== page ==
Alaska Airlines began an expensive trial of biofuel-powered passenger flights Wednesday, billing the 75 trips as a pioneering effort to "fly cleaner" and to kick-start a nascent renewable-energy economy.
Travelers on the first two flights -- to Washington, D.C., and to Portland, Ore., got a flier titled "Welcome to Greener Skies" as their plane took off from Seattle-Tacoma International Airport powered by a blend of regular jet fuel and 20 percent biofuel made from used cooking oil.
It's part of a worldwide push by airlines to address claims that plane emissions contribute to global warming.
United Airlines flew the first biofuel-powered passenger flight in the United States on Monday from Houston to Chicago.
Never mind that burning biofuels produces as much carbon emissions as regular jet fuel.
It's counted as "greener" because the carbon dioxide emitted is from renewable sources or, as in this case, from waste byproducts that would be produced anyway.
The lure of "green jobs" is touted as an added plus. Yet the fledgling industry is far from proving its economic viability.
Alaska paid $476,000 for 28,000 gallons of biofuel to power the flights over the next 11 days. At $17 per gallon, that's six times what it pays for regular jet fuel.
Billy Glover, Boeing vice president for the environment and aviation policy, said Alaska's move "is an investment in the future, to signal to the market that they are serious about wanting this to come to scale and to a price point that's affordable."
For the airline industry, the appeal of biofuels - produced from oily "feedstocks" including camelina oil, jatropha seeds, algae, used cooking oil or animal fats -- is driven by relentless pressure from environmentalists.
Though aviation contributes only an estimated 2 to 3 percent of the world's carbon-dioxide emissions, that's likely to grow as air travel rapidly expands in the developing world.
To mitigate the impact, Airbus and Boeing are producing ever more fuel-efficient planes. And Alaska Airlines is a leader in efforts to save fuel by streamlining air routes using satellite-based navigation.
But Megan Lawrence, Alaska's managing director of government and community relations, said a bolder step is needed.
"Basically we can only get so far as an airline and an industry focusing on efficiency efforts," said Lawrence. "Where we are going to get the real improvement is from changing the fuel we use."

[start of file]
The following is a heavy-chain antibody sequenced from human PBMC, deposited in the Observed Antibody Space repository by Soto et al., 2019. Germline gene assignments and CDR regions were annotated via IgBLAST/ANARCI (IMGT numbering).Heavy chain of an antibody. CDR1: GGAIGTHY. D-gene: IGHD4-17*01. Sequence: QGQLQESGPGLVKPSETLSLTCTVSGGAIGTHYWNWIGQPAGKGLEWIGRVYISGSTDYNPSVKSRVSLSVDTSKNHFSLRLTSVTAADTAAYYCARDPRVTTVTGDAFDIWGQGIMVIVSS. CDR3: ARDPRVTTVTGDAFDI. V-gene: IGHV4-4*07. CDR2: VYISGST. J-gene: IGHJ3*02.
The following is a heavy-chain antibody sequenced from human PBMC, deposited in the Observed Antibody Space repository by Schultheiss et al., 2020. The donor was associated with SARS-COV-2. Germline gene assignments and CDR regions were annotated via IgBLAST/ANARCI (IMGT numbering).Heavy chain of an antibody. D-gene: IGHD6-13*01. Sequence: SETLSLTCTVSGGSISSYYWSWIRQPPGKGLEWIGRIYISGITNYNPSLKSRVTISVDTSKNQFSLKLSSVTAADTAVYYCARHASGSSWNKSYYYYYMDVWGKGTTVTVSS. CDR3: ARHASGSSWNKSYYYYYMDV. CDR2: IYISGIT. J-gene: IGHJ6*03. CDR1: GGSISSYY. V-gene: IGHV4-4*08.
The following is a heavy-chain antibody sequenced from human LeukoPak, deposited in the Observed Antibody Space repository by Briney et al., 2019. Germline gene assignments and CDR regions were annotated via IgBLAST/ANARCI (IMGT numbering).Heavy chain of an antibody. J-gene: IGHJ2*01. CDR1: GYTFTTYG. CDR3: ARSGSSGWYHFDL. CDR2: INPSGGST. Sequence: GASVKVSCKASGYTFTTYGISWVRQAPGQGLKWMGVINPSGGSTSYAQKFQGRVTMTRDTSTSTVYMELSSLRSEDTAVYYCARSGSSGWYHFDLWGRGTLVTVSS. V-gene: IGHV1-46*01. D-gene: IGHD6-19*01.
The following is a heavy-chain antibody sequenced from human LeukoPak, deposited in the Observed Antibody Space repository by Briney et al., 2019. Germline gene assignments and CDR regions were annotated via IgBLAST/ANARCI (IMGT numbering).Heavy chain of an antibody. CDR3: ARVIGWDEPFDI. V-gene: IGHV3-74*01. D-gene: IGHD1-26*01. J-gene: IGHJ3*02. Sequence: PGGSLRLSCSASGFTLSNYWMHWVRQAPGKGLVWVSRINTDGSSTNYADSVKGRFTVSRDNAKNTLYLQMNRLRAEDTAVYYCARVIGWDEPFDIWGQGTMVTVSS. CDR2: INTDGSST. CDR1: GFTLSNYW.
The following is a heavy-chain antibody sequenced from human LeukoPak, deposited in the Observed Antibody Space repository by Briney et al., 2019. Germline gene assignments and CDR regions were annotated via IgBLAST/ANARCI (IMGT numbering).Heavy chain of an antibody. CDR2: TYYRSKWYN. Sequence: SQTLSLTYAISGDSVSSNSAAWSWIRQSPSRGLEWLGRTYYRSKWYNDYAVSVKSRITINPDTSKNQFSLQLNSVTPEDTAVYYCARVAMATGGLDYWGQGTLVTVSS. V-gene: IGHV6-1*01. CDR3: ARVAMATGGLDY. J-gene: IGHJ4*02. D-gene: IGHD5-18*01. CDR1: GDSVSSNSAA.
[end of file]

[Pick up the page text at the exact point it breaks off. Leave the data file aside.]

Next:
Biofuels were certified as safe jet fuel only in July, making it possible to fly passengers in biofueled planes.
The main rationale for this push -- that biofuel is considered cleaner than regular jet fuel -- is not self-evident.
"The emissions out the tailpipe are the same," Glover said. "The reduced carbon footprint is on a life-cycle basis."
Crops absorb carbon dioxide as they grow, and the biofuel produced from them releases that same gas when burned. The net increase in carbon dioxide is small, coming mainly from the processing and transportation of the fuel.
As for animal fats and used cooking oil, carbon dioxide emitted in the ordinary life cycle of such grease is assigned to food production. What would otherwise be waste is counted as carbon-free.
Subsequently turning the used cooking oil into biofuel produces about half the carbon emissions of jet fuel, said Glover.
With Alaska using a 20 percent blend on its demo flights, that translates on paper into a saving of 10 percent in carbon emissions.
The airline estimates the life cycle carbon-emissions savings on its 75 trial flights as "the equivalent of taking 26 cars off the road for a year."
And if Alaska flew all its planes on a similar blend for a whole year, the "emissions savings would represent the equivalent of taking nearly 64,000 cars off the road," the airline said.
The airline had to search hard for enough supply to cover 75 flights. Alaska finally bought from Dynamic Fuels, a joint venture between Springdale, Ark.-based processed-meat giant Tyson Foods and Tulsa, Okla.-based Syntroleum, which produces biofuels.
Alaska's Lawrence conceded that the cost of biofuel now is unsustainable.
"We're paying a premium," Lawrence said. "This is putting our money where our mouth is and actually trying to stimulate some movement here."
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